Spanning from Dartmoor to Lasletts Campground, this river route snakes its way through the Lower Glenelg National Park, a haven for all nature-lovers.

Paddle through a spectacular limestone gorge and find yourself surrounded by stunning eucalypt bushland, or try to spot some of the 700 species of plants and animals found within the park’s borders.

There are eight canoe camps available along the water’s edge for overnight stays, with each campsite featuring plenty of facilities to keep you comfortable, including fireplaces, toilets, picnic tables and tank or spring water.

 

 

Canoeing not enough of an adventure? Try your hand at fishing, with both freshwater and saltwater species up for catching, or look out for boating and water-skiing opportunities along the way.

There are also plenty of walking trails if you want to leave your boat behind, with The Gorge, Sapling Creek and Livingstone Island all waiting to be explored on two feet.

 

Lower Glenelg National Park

 

If you’re looking to extend the trip to find some real hidden gems, the Princess Margaret Rose Cave is a must see, draped in stalagmites and stalactites, underwater pools and rarely seen cave coral.

At the nearby picturesque coastal town of Nelson, you’ll find a starting point for the epic Great South West Walk, where you can choose from short two-hour long trails, day walks or the entire 250km round trip, that will take you through aboriginal heritage sites, ocean views, cliffs, lighthouses and lakes.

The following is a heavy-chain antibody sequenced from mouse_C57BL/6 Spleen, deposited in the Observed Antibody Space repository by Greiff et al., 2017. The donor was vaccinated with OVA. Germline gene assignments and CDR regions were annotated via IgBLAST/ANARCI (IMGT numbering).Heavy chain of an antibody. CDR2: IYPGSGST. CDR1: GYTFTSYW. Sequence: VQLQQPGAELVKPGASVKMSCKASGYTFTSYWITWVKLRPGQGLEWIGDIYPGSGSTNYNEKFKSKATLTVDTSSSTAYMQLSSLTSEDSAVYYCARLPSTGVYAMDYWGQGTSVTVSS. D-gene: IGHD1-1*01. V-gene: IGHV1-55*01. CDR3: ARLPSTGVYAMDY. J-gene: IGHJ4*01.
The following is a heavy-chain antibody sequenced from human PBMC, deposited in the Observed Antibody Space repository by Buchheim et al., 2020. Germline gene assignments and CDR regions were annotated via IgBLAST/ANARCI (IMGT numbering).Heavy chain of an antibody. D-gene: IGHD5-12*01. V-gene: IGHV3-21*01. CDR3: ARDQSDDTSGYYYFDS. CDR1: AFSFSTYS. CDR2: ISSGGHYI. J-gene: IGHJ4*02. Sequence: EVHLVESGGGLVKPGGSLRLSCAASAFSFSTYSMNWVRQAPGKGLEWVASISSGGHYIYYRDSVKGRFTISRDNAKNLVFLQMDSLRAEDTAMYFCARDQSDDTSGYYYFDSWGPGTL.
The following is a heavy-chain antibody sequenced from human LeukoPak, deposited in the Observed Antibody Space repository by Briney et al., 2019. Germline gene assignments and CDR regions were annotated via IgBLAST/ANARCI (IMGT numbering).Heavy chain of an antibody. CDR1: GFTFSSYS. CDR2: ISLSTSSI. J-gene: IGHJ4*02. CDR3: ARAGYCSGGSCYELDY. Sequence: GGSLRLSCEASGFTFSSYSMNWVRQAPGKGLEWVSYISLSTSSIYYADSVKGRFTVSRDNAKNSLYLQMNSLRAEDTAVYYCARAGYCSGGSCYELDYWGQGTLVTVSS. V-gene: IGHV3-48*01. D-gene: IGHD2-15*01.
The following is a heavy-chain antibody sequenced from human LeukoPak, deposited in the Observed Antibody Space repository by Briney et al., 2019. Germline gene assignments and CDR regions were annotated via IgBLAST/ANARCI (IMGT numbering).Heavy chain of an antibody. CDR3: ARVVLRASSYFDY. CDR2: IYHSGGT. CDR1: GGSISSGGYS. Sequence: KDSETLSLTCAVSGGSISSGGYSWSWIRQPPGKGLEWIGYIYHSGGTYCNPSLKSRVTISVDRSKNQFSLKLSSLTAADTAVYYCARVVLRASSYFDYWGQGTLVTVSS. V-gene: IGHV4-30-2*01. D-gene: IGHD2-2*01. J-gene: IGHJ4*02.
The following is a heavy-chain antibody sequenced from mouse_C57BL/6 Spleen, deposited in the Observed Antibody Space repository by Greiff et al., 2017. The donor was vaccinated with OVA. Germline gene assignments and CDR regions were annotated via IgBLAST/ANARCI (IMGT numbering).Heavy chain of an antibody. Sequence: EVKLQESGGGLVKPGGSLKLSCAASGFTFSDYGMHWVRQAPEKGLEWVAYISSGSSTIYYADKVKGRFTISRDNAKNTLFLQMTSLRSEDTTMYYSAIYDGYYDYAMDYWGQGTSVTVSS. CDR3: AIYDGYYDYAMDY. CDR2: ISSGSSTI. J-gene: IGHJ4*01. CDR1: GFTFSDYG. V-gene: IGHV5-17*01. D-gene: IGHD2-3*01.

Princess Margaret Rose Cave

 

While water sports are usually seen as an activity done as part of a trip, making it the main event offers plenty of rewards. There’s nothing quite like leaving the road behind and taking to the water to experience a change of pace and a different take on a traditional holiday. You have the chance to see nature from a different perspective and be completely immersed in your surroundings.

But the best reward of all may come at the end of the day, after a long paddle downstream, with a twilight dip in the river and an evening spent by the campfire, before you get ready to get up in the morning and do the whole beautiful thing all over again.

 


We recommend undertaking thorough research of your journey and destination before embarking on a trip. Get in contact with local authorities to confirm weather conditions and permissions.

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Canoe Camping the Glenelg River was originally published in alpaca.travel on Medium, where people are continuing the conversation by highlighting and responding to this story.

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